logic means connecting said encoder means to said writing means for controlling said writing means to mark said substraate with successive pairs of unlike code regions corresponding to said sequences in which the widths of the code regions corresponding to a and b are narrow and those widths corresponding to A and to B are wide said encoder means comprising a shift register having parallel outputs, a plurality of flip-flops, and a plurality of gates interconnecting the outputs of said shift register to set said flip-flops; said logic means comprising fur ther gate means connected to the output of one of said flip-flops and to the outputs of certain of said plurality of gates, and a switch having one position connecting said writing means to the output of said further gate means and a second position connecting said writing means to the output of one of said plurality of gates.

4. A bar code writing system as defined in claim 3 wherein the widths A and B are equal and respectively are equal to 3a and 3b.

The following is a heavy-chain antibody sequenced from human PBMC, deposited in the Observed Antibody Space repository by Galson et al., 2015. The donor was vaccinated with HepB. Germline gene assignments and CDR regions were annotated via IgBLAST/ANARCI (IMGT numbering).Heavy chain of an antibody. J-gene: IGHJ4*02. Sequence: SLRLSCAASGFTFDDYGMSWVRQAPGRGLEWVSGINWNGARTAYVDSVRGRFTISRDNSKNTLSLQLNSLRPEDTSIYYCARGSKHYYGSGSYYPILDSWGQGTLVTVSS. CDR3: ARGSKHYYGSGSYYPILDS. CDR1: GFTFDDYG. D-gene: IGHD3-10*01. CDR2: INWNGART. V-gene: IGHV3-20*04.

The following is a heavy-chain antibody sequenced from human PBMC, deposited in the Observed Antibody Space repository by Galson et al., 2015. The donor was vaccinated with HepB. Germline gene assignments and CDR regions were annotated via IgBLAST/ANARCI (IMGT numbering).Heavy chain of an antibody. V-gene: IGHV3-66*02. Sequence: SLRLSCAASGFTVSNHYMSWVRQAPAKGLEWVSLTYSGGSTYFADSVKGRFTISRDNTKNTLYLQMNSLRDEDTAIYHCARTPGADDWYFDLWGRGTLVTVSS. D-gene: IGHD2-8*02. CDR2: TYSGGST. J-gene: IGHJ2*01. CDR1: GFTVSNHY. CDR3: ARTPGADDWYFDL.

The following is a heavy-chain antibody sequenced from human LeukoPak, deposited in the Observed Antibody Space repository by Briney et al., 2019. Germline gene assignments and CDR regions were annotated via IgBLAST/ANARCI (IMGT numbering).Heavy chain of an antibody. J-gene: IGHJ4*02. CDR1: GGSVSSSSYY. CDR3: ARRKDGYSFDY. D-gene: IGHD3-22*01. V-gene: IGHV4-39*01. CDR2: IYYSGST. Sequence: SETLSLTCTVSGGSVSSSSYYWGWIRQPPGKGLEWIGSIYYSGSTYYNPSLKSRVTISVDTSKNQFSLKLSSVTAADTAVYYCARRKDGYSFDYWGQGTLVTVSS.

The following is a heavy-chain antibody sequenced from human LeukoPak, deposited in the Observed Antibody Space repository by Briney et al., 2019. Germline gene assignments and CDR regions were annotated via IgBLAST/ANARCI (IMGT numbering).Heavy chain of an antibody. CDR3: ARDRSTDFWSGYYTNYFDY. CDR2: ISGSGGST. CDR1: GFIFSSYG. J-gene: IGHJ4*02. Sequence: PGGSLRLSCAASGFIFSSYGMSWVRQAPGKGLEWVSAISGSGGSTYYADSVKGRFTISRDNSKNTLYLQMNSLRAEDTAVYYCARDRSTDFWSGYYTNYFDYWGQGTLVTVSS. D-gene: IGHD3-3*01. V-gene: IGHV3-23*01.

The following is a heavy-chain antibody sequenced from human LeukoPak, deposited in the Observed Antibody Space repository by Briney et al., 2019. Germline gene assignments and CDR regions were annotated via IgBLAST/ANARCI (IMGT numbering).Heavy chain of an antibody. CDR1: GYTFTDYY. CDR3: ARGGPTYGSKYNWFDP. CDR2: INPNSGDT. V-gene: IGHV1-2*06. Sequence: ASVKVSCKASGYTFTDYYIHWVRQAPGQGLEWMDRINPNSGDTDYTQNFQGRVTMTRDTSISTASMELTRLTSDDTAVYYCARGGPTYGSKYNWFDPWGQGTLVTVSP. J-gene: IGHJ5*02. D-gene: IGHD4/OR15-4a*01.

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Referenced by
Citing PatentFiling datePublication dateApplicantTitle
US4476149 *Aug 9, 1982Oct 9, 1984Boehringer Mannheim GmbhProcess for the production of an analysis test strip
US4592893 *May 8, 1984Jun 3, 1986Boehringer Mannheim GmbhAnalysis test strip
US4634850 *Nov 4, 1985Jan 6, 1987Drexler Technology CorporationQuad density optical data system
US4796242 *Jul 9, 1984Jan 3, 1989Drexler Technology CorporationScanning optical card reader
US4916297 *Jul 12, 1989Apr 10, 1990Tokyo Kogaku Kikai Kabushiki KaishaCode reader
US6152370 *Aug 13, 1998Nov 28, 2000Intermec Ip CorporationMethod and apparatus for decoding unresolved profiles produced from relief formed symbols
Classifications
U.S. Classification235/435, 250/568, 178/30, 235/462.19
International ClassificationG06K1/12, G06K19/06
Cooperative ClassificationG06K19/06028, G06K1/12
European ClassificationG06K1/12, G06K19/06C1B